Lawyer Claims One57 Fire Caused Back Injury, ‘Respiratory Pain’


One57 was on fire over the weekend – literally. The fire reportedly started on a loading dock at the luxury residential tower on Saturday night and was brought under control around 10 p.m., but not before nearby resident and lawyer Michael Hurwitz prepared a lawsuit filed with the state Supreme Court against Extell Development.    

“The whole area was in a blazing fire,” Mr. Hurwitz told Luxury Listings NYC. “It was a very close call … it was 100 percent unacceptable what was going on there.”

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manhattan 24 12 13 13 Lawyer Claims One57 Fire Caused Back Injury, Respiratory Pain
(Credit: Bill Tompkins for New York Post)

The managing member of the Hurwitz Law Firm claims the developers failed to secure the construction zone in accordance with state and city regulations. He also claims he suffered a back injury while rushing to evacuate, as well as “respiratory pain” from the smoke, according to the report. 

His request for a temporary restraining order barring developer Extell, construction company Lend Lease and a number of other firms was denied, but a court date is scheduled for April 2 for Extell and Lend Lease to answer additional claims against them.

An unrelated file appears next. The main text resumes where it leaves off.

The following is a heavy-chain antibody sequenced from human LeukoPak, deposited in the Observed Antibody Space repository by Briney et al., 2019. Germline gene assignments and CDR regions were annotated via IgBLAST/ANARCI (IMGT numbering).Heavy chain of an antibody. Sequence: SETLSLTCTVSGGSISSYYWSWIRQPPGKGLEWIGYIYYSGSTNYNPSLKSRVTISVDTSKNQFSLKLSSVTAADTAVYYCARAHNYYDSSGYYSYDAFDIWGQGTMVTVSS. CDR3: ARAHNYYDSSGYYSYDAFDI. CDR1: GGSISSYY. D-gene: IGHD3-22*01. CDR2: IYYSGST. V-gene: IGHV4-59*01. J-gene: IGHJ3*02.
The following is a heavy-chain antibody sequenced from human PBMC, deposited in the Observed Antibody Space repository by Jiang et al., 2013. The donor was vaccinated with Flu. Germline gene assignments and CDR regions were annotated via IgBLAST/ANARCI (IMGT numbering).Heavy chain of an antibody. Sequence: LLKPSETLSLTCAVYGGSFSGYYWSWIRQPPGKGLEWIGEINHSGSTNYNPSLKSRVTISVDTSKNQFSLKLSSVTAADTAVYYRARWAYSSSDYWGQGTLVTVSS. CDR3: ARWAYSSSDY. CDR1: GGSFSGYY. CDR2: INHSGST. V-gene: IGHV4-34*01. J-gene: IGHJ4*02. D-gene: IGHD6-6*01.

Mr. Hurwitz, who lives in a sixth-floor unit at 150 West 58th Street, claims he was forced to evacuate his home after the fire “surrounded his apartment on the outside,” which he said created “reasonable concern” of compromising structural integrity.

“While we would not normally comment on ongoing litigation, we want to state that these allegations … are entirely unfounded and without merit,” an Extell spokesperson told Luxury Listings NYC in a written statement.

The fire started on a loading dock and according to some reports drew at least 75 firefighters to the scene.

The boom arm of a crane above the property now infamously snapped back on October 29, 2012 during Hurricane Sandy due to 100-mile-per-hour winds, evacuating hundreds of residents, businesses and hotels for more than a week. Six months later construction workers replaced the crane, evacuating neighboring residents once again.